“Manifest plainness, Embrace simplicity. Reduce selfishness, Have few desires”
One excellent way to be miserable is by constantly asking, “Am I happy now?”
The obsession with happiness could not only make us selfish but also miserable. The world has been designed to constantly trouble us with suffering. Take for example the unchangeable law of old age, disease and death. These miseries strike everyone with no exception. To the extent we seek happiness centered on gratifying our senses and mind, we’d surely be disappointed sooner or later.
Then what’s the Vedic alternative? To live a life centered on a noble purpose. Happiness then becomes a byproduct.
For example the order of renunciation or Sannyasa in Vedic culture is based on the principle of taking minimum from the society, and giving back the maximum that you could. Ideally a sannyasi lives on bare minimum so that he could serve others selflessly. He may have left his family, but the world becomes his family. His purpose is to make others happy and depend on God for his own internal happiness. This way he himself experiences deep, lasting happiness.
Even a householder could be a sannyasi if he or she makes pleasing God as the goal of their lives. A mother could care for her children as a service to God, and a man doing his business could work in the consciousness of pleasing God. This way as we align our consciousness to the Supreme we feel happy.
For instance many householder devotees in ISKCON have deities at home. When they serve the deities by dressing, bathing and feeding them, the desire for self-aggrandizement gets replaced by a desire to make Krishna happy. The result of this God centered life is one keeps less for self and does maximum good for others. Lord Chaitanya during his travels saw the opulent feast that was served to Him at the house of Advaita Acharya and spontaneously remarked, “I am so happy that you are serving Krishna with such a nice feast. As for me, I am happy to receive a handful of this Prasad, sanctified food for satisfying my hunger” The Lord was showing by His example how a devotee feels content when he shifts the center from his own ego to that of service to God and God’s children.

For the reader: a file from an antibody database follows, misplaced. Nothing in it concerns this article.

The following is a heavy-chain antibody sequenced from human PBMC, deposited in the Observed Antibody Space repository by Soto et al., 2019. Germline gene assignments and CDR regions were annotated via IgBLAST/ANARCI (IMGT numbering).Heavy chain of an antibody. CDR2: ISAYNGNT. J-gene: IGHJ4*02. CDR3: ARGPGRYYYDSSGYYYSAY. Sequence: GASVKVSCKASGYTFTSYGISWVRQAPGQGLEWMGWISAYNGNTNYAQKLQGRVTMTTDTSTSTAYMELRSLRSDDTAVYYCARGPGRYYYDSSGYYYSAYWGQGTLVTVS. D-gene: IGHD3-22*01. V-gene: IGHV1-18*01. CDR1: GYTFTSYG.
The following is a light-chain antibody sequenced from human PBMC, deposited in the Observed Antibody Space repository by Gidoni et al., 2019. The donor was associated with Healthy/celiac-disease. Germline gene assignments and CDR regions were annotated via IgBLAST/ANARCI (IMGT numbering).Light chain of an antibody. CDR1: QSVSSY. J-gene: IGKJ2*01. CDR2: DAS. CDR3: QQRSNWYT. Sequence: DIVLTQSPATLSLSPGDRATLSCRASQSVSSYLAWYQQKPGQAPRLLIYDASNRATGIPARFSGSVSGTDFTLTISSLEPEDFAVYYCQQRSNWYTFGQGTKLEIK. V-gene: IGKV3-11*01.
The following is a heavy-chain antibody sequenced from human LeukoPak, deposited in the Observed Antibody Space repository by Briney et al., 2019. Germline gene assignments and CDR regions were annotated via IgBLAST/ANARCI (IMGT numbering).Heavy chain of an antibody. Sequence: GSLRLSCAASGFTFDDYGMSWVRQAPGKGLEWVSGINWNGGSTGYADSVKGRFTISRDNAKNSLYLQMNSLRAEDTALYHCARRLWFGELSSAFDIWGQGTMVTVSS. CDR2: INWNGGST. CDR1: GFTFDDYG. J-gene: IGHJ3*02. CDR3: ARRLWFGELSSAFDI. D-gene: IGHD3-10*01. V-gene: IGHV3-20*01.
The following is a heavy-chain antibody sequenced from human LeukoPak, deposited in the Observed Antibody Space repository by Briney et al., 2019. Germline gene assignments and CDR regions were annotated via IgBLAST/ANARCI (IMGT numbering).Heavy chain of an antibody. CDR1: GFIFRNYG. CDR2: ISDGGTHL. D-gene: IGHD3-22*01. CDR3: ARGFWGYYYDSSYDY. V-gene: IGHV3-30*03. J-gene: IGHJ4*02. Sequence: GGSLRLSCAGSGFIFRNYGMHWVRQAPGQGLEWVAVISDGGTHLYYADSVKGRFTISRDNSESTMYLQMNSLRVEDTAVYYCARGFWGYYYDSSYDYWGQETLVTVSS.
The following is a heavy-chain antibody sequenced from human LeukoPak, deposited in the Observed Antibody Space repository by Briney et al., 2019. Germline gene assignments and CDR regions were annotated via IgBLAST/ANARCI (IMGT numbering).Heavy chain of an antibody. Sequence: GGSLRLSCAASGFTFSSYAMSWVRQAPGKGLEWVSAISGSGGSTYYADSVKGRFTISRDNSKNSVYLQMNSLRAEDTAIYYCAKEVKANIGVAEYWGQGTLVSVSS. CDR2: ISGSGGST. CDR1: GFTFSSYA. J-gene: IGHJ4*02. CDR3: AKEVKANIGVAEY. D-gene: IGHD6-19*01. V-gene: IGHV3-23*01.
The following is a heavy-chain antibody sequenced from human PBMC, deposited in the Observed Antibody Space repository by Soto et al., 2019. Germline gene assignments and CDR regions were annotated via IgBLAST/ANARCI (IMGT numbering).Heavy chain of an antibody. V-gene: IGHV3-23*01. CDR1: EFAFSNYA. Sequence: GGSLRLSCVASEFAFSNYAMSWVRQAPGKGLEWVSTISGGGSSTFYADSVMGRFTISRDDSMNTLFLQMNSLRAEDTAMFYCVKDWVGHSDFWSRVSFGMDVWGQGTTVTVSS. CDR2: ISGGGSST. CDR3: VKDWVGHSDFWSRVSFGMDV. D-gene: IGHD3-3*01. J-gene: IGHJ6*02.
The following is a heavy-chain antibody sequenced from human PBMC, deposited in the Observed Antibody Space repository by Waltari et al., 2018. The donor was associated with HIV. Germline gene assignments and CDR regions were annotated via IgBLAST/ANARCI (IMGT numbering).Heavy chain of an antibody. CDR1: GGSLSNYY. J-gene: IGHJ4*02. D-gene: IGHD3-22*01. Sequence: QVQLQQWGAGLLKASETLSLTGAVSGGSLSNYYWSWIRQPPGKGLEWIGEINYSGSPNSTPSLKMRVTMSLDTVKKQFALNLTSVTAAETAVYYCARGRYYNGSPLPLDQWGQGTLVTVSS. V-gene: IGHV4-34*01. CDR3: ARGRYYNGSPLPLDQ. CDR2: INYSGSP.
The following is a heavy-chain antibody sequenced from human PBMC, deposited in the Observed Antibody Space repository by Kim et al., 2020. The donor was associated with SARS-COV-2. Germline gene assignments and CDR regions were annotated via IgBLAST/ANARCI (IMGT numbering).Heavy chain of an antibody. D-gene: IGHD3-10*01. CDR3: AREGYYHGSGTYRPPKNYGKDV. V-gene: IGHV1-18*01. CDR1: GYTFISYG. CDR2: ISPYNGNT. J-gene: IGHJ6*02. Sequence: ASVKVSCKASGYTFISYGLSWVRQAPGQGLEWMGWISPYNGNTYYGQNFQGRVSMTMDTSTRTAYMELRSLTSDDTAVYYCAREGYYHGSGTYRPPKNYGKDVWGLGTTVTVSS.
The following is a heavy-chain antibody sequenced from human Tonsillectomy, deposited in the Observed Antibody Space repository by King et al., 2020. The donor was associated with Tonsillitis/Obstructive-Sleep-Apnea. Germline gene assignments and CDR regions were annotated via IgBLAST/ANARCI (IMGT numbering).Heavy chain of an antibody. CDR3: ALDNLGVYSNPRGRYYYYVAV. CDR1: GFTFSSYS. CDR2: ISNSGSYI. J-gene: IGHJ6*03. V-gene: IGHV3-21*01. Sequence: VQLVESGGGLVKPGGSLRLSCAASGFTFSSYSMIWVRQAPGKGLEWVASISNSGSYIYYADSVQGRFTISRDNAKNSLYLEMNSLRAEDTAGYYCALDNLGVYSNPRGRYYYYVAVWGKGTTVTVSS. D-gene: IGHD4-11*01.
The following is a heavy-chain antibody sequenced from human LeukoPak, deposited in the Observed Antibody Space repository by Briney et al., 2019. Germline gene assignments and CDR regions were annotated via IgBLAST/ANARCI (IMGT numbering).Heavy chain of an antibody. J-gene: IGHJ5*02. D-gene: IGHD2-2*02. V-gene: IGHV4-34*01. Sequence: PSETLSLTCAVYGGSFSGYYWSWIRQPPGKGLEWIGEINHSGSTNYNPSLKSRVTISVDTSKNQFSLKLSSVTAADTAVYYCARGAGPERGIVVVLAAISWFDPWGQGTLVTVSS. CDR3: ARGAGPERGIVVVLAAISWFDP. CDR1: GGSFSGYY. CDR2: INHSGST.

This principle also helps us during old age. As we get older we can’t enjoy our senses the way we did during our youth. Our digestion may be weak and the desire to eat palatable food may be there but we aren’t allowed by the doctor. Then irritability and angry outbursts are common. However if we have practiced during youth the principle of pleasing Krishna and deriving pleasure in service, then as we get older we’d be happy to see Krishna’s service going on nicely and other devotees being happy.
Srila Prabhupada is an excellent example of this. As he lay on his deathbed in Vrindavan he’d regularly ask about the wellbeing of other devotees, their diet and comfort was his concern. And hearing reports from his various centers on how devotional service was going on there made him happy. He even expressed a desire to circumambulate the Giriraj Mountain although it would have surely harmed his body. Since this circumambulation is a sacred act of pleasing the Lord, Srila Prabhupada was willing to undergo the risk of terrible pain to please the Lord. Later by the devotees loving and frantic pleas, Srila Prabhupada refrained from this service. Until the last moment, he also wrote books and translated his commentary on the Srimad Bhagavatam.
Srila Prabhupada said this is the mood of the spiritual world; everyone wants to serve and please Krishna. In Vrindavan, not only Krishna’s friends and parents but even trees, birds and animals think of pleasing Krishna. That’s why the place is surcharged with transcendental happiness.
If we also live our lives centered on pleasing God, we could recreate a spiritual abode even in this terrible material world.
Then an enduring, constant happiness is not far away.